Italy could be set for political deadlock

Silvio Berlusconi, casting his vote, above, is neck and neck with the main centre-left party.
Silvio Berlusconi, casting his vote, above, is neck and neck with the main centre-left party. Credit: Reuters

The first results from Italy's elections suggest the country could be heading for political deadlock as the main votes are split between two parties unlikely to form a coalition.

In one of the biggest protest votes ever recorded in a modern democracy, the eurozone is facing the possibility of ungovernability, as Italians may be forced to vote again.

Nearly one in four of the Italian votes was won by protest candidate Beppe Grillo, a comedian who set up an internet-based protest movement against Italian politics, the media, the euro and austerity.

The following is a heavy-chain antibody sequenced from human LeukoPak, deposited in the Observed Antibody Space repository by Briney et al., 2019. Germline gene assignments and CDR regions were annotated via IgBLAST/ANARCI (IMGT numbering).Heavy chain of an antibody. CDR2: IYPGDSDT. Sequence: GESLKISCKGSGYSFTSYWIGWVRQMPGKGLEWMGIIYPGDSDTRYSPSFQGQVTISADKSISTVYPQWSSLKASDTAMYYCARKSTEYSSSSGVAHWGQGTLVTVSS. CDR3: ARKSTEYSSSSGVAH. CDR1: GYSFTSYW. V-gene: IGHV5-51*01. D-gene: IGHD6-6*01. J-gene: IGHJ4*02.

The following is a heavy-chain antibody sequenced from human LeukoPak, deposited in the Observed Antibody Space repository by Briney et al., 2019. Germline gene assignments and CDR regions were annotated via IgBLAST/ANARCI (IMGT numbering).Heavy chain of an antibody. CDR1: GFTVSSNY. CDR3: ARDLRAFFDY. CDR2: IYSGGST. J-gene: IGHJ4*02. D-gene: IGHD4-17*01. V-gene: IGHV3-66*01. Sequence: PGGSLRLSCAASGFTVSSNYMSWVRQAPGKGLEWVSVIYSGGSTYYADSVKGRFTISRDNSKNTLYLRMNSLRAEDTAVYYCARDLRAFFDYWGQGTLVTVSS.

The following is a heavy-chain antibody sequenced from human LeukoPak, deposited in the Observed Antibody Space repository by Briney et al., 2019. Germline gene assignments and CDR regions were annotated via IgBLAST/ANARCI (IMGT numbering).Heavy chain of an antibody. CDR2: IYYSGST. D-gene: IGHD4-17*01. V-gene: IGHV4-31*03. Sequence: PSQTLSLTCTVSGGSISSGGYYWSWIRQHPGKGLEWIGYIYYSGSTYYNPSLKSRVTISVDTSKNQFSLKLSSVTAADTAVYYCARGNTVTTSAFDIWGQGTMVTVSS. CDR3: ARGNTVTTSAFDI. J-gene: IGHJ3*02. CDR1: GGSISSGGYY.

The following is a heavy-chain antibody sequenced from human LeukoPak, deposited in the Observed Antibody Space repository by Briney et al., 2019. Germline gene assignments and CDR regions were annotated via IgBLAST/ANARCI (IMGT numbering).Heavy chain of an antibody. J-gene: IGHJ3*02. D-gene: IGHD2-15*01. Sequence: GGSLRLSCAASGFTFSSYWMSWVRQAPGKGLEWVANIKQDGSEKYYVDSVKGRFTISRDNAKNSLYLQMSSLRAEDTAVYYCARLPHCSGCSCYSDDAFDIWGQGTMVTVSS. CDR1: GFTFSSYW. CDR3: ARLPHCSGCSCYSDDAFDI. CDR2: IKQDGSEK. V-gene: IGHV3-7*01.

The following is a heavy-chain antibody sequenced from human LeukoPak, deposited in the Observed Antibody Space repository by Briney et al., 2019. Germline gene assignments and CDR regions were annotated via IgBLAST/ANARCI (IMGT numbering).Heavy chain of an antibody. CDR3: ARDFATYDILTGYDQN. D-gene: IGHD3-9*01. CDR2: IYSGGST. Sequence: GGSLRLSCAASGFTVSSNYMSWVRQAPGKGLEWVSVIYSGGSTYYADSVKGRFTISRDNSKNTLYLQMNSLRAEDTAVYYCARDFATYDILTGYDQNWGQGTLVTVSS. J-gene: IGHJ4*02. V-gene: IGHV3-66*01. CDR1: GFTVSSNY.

Silvio Berlusconi, who has been convicted of tax fraud and is on trial for paying for underage sex, has experienced an extraordinary resurrection and is currently neck and neck with the main centre-left party.

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Comedian splits Italy vote

Italy appeared to be heading towards another political deadlock after a centre-left coalition narrowly won the lower house but failed to win the Senate. But a protest movement led by comedian Beppe Grillo won 25%